Green Zone

Green Zone is a good movie, but it should have been a great movie. That’s essentially my review in 13 words, but for form’s sake, let’s expand. Green Zone tells the story of a Chief Warrant Officer who is heading up teams searching for WMDs in Iraq following the fall of Baghdad in March 2003. He’s not finding any. Caught inbetween the stark situation on the ground, the absurd disconnect of the administration’s infighting, and his conscience battling his duty, the CWO tries to find the truth behind the intel that lead us to war.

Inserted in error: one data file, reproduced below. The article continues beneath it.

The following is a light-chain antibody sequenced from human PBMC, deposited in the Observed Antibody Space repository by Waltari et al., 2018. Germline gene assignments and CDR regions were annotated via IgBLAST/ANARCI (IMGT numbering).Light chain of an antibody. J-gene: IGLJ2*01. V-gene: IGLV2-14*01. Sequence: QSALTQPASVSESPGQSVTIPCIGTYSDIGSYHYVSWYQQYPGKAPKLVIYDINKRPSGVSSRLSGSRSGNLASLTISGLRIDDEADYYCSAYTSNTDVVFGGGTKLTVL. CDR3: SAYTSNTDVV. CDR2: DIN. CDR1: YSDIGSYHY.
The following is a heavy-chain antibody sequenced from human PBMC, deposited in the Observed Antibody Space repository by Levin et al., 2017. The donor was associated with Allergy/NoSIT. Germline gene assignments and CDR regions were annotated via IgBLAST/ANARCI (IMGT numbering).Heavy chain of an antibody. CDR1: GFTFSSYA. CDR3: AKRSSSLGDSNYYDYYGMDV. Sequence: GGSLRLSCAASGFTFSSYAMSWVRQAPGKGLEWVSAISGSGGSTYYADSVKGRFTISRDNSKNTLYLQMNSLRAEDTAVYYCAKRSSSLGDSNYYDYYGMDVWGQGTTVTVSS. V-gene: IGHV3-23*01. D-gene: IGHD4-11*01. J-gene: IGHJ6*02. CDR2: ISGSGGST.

This isn’t a political blog, so I’m not going to rant about my particular views surrounding the Iraqi War. I am stunned that so few movies are being made about the focal point of global conflict. A war that’s lasted over seven years is largely forgotten by mainstream America, and for all their talk of activism, where are the Hollywood statement pictures? Green Zone starts off as one and the first 30-40 minutes are an extremely powerful look at the chaos and insanity in Baghdad after the city was taken. Matt Damon does a great job disappearing into his role, leading a squad played by actual soldiers and veterans (many of whom shot the film while inbetween deployments to the Gulf theatre). However, then the movie turns into a rather standard thriller that just happens to be set in Iraq, and the impact of the beginning makes a brief return at the end, but by then the film has lost it’s potential to be a powerful look into something most Americans seem all too willing to forget. I expect better from Paul Greengrass after films like United 93, and I’ve heard that there was a lot of studio meddling and fuss over the budget. The film also got delayed six months before release, which is usually a sign that there were problems.